When Roberto Begnini’s “Life is Beautiful” was released back in 1998, many critics were disturbed by how the film trivialized the holocaust via its clownish, joke-making protagonist. However, if that movie managed to irk a few, and I have to mention that there also are plenty of fans of that Oscar-winning film, then they have no idea what’s in store for them when they catch Taika Waititi’s misbegotten “Jojo Rabbit.”
Set in 1945, as the second world war is coming down to its last legs and the Nazis are all but defeated, ”Jojo Rabbit” has Waititi setting his sights on the story of Jojo, a 10-year-old German boy whose imaginary friend is Adolf Hitler (Waititi in a risky, but at times funny, turn). Jojo’s infatuation with the Third Reich extends to his bedroom walls being splattered with propaganda posters of his hero.
His mother (a miscast Scarlett Johansson) has to contend with a son who is starting to become more and more radicalized by Nazi propaganda, to the point where he attends a Nazi summer camp to sharpen his hatred. The leaders of this camp are a wacky SS Officer (Sam Rockwell, always great playing the asshole) and his assistant (Rebel Wilson).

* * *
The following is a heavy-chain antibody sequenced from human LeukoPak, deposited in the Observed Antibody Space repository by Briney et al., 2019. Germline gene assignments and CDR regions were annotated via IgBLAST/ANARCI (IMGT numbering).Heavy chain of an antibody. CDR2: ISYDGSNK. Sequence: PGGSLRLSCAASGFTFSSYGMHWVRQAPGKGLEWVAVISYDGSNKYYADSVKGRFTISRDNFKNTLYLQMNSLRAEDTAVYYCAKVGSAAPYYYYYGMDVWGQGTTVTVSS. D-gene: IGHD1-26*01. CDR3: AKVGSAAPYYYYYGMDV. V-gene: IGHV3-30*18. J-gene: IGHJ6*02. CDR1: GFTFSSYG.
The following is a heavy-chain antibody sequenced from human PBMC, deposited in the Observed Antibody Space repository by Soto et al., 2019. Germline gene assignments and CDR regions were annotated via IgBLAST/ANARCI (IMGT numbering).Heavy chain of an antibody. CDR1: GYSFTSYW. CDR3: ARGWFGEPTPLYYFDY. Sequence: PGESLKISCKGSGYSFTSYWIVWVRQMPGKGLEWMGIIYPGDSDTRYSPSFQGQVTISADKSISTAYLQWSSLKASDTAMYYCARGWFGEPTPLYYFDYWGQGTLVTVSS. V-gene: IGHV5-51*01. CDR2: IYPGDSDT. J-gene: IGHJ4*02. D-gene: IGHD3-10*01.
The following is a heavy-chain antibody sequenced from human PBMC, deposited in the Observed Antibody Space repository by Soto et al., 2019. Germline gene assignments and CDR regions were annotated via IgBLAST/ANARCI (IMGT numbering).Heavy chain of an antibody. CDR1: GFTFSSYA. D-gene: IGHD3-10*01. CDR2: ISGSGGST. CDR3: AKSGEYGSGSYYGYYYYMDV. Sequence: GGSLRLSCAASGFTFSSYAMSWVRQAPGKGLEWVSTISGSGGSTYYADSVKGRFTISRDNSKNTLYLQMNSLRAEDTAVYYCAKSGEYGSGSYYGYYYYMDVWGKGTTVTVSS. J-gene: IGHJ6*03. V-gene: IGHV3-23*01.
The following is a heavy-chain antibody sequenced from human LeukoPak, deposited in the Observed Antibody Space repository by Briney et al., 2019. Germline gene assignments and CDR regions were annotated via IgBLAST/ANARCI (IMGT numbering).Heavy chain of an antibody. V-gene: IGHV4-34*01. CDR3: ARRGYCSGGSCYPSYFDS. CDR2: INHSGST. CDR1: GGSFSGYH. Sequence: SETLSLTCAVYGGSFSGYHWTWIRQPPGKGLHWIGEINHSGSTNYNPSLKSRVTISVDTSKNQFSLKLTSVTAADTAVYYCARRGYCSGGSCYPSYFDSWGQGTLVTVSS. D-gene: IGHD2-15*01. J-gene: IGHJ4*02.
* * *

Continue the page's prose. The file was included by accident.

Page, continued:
After a freak accident at the camp, Jojo is sent back home where he learns that his mother has been hiding a Jewish girl named Elsa (Thomasin Mckenzie) inside a storage wall. At first hesitant to approach the girl due to her Judaic roots, Jojo becomes friendlier by the day and realizes that the Jewish propaganda being spewed by the Third Reich may not be truthful at all.
The brand of comedy being used here by Waititi is odd and, at times, very irresponsible. At a time when the word “Nazi” is being used left and right for political advantage and its meaning stripped of its history, “Jojo Rabbit” accentuates this disturbing trend by giving a smiling voice and face to it. There is no doubt clever wordplay at work here, but after 15 minutes of anti-semitism being played for laughs I was ready to tap out. What’s even more disturbing was the rousing crowd reaction at the film’s Princess of Wales premiere last night at TIFF. You have no idea how it is to be surrounded by thousands of people laughing at jokes specifically darted at Jews.
To make matters worse, there’s a failed bid near the film’s climax which has Waititi converting the boy’s anti-semitism into a redemptive and all-too-neatly devised conversion to the morally clean side. It’s also the sort of last-minute string pulling that rings hollow and false. Although on paper “Jojo Rabbit” feels audacious and risk-taking, it ends up feeling one-note, and the thing it most wants to avoid: conventional. [C-]